Rooftop solar has much greater penetration in Australia, where it typically costs less than half what we pay in the US. With government incentives, it's often around $1 per watt.

    2. irene3 | | #9

      My current kWh usage for a mostly-electric house only costs about $1200 a year (admittedly that doesn't include an electric car yet). Solar installation is expensive in Seattle, and electricity is cheap, so it takes longer for solar panels to pay for themselves. I will be glad if they turn out to do so faster than I expect, but it's not the primary reason I hope to install solar.

  2. PBP1 | | #2

    Thanks for posting on this issue, interesting history.

    I would not say "trouble started with a complaint filed by a small manufacturer of solar panels". The trouble appears to have started long ago in efforts to circumvent the US gov't's AD and CVD orders on CSPV cells and modules from China, original orders of 2012 and continued in 2019. It appears that SolarWorld Industries America Inc. was the petitioner back then and that:

    "The petition included factual information from August 24, 2009, through October 11, 2011. The factual information included commentary about the closing and/or bankruptcy of U.S. solar cell companies, articles discussing subsidies given to Chinese solar cell producers in the PRC, and articles concerning actions being taken by the U.S. Trade Representative."

    The present petitioner, Auxin Solar, is a small, minority and woman owned manufacturer that has the right to request an inquiry. The years of data in the request appear compelling (see plot). If there are violations of the prior orders, shouldn't the Dept of Commerce weigh in? How can this be the fault of the the present petitioner? Also, did some in the US facilitate circumvention? (to the detriment of US industry/manufacturers?): "It would take years to bring the U.S. supply chain to a point where it could take up the slack." I think the US was supposed to get back on track in 2012?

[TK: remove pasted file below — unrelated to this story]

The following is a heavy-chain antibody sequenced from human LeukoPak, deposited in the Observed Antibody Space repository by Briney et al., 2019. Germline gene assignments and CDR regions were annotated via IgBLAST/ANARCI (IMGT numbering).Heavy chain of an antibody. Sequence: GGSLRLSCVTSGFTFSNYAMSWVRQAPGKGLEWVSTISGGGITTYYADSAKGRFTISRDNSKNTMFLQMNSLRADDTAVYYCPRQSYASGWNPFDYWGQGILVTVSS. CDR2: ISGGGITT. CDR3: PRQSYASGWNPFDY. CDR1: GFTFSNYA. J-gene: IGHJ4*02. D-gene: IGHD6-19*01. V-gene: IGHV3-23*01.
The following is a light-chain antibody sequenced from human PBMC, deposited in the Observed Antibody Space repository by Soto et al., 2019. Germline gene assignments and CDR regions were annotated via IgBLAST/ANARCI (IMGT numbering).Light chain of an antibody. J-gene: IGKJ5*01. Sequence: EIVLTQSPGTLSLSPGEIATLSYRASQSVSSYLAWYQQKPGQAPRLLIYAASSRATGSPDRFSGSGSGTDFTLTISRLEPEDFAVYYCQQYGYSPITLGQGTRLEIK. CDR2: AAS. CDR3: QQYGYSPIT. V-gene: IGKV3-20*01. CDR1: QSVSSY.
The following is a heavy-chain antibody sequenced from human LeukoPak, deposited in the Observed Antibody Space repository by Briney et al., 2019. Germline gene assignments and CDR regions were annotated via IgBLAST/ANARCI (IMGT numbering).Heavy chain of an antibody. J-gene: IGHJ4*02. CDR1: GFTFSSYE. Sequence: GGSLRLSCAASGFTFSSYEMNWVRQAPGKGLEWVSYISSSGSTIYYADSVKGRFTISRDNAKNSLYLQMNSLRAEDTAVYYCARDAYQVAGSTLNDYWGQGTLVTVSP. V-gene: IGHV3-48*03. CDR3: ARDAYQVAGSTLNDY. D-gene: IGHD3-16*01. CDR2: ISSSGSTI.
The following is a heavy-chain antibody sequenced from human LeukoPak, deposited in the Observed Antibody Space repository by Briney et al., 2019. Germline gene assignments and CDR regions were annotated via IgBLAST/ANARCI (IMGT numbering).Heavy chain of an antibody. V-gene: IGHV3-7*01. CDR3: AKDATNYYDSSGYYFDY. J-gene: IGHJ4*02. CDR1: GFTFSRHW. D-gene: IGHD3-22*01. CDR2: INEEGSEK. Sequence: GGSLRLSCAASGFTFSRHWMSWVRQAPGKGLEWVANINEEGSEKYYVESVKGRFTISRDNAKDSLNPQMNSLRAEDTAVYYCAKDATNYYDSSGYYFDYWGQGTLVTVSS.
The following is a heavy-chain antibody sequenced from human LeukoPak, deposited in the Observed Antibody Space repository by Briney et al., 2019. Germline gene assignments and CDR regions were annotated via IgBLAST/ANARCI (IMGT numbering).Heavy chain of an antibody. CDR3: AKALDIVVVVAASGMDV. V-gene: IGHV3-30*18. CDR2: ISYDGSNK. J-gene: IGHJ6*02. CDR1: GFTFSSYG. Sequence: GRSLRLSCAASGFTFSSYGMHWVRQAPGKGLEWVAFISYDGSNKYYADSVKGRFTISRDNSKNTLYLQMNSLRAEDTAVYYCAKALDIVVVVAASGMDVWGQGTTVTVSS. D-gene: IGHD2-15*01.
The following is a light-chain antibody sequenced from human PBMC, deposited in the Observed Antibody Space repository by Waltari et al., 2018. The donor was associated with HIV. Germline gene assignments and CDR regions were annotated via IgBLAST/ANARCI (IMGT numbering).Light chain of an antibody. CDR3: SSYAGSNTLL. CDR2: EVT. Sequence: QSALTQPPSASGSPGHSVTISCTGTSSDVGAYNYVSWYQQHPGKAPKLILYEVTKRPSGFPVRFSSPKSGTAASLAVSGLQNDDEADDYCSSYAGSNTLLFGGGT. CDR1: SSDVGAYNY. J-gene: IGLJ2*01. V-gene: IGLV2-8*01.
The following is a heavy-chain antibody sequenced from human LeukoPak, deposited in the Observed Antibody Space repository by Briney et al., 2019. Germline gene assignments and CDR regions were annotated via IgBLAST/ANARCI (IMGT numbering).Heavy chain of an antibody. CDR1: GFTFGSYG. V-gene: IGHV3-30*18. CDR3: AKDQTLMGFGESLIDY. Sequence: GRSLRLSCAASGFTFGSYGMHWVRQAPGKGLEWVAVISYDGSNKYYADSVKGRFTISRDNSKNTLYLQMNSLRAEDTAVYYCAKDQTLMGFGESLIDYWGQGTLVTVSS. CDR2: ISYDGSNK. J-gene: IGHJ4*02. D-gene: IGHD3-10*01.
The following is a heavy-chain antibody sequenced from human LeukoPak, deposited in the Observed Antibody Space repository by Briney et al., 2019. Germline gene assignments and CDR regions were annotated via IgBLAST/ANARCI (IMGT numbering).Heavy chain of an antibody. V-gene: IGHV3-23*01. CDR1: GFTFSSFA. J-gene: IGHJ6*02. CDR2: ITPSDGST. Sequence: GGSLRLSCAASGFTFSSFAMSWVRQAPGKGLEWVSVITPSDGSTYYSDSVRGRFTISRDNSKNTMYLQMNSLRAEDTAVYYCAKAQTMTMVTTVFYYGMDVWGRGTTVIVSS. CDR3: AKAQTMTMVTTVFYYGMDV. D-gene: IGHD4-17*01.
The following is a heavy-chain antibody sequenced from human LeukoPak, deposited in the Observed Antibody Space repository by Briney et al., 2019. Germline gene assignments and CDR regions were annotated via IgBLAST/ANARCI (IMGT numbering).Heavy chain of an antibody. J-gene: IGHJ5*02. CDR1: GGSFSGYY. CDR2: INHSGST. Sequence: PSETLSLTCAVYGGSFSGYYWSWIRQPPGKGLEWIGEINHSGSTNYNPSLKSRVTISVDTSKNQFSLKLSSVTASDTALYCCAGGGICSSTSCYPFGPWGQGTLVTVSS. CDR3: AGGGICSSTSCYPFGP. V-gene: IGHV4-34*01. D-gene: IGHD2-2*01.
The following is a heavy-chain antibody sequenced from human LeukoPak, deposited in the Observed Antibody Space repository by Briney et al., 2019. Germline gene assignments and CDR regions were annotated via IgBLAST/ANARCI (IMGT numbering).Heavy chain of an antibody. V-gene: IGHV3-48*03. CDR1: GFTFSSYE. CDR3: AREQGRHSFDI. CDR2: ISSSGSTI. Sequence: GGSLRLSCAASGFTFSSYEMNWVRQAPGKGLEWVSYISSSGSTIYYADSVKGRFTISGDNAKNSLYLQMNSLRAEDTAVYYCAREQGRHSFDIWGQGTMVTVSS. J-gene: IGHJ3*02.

Auxin petition:

    From the Executive Summary:
    "Publicly available evidence that is reasonably available to Auxin Solar establishes that CSPV cell and module assemblers in Malaysia, Thailand, Vietnam, and Cambodia are circumventing the AD and CVD Orders on CSPV cells and modules from China. Pursuant to 19 C.F.R. § 351.226, this petition sets forth the required regulatory information to establish that circumvention is occurring and for Commerce to initiate these inquiries within 30 days after the filing of the request."

      1. PBP1 | | #5

        Thanks John, fascinating. Did not know about that and I see some related lawsuits:

        I've been following a case where over 80 semi-tractor trailer loads of aluminum "went missing" in Detroit (2017-18) from an aluminum auto parts supplier, ending up with multiple local aluminum scrap dealers. That supplier was forced into receivership and had significant ties in China and Mexico; the insurance company asserts the "loss" isn't covered (no arrests) - the drama continues.

        1. JC72 | | #6

          haha..Good lord.

    1. tydotten | | #7

      You're not wrong about any of this PBP1. Auxin does seem like a good company and they certainly have the right to file an inquiry. And what is happening in those 4 countries does seem like it's circumnavigating the Chinese tariff issue. However, adding a tariff like this will absolutely cripple the solar industry in the short and medium terms. It will increase the cost of solar, both residential and commercial, which means a lot fewer systems installed. Obviously this wouldn't be a good thing for all of our efforts to slow down climate change in this country. It will also cost us hundreds if not thousands of good paying American jobs as installers have to lay people off due to the lack of available product and the huge interruption to demand for rooftop solar.

      On top of that, hundreds of small business like ours will be very negatively impacted by these very sudden price hikes. All of the sold jobs we have will take a huge hit in terms of margin. Most of us solar installers are operating on fairly small Net Profit margins to begin with and dropping the margin on all of our sold projects could very well mean that us smaller installers don't turn a profit this year.

      There's no perfect answer here. But we can all agree that the unintended consequence of halting a lot of the momentum the solar industry currently has at the cost of a LOT of jobs doesn't seem like a great idea. We can't let perfect be the enemy of good. Another more reasonable solution that is somewhere in between would be of greater benefit to the solar industry and those of us who care about climate change.

      1. hudson_valley_gregg | | #8

        "Climate change" is driven primarily by fractional distillation of petroleum. Stop that activity, and "climate change" effectively stops.

        How to stop that activity? Return to harvesting of on-site and nearby resources for processing, manufacturing, and finished product. Period. Full stop. There is a perfect answer here. And perfection in reality is not worth the trouble.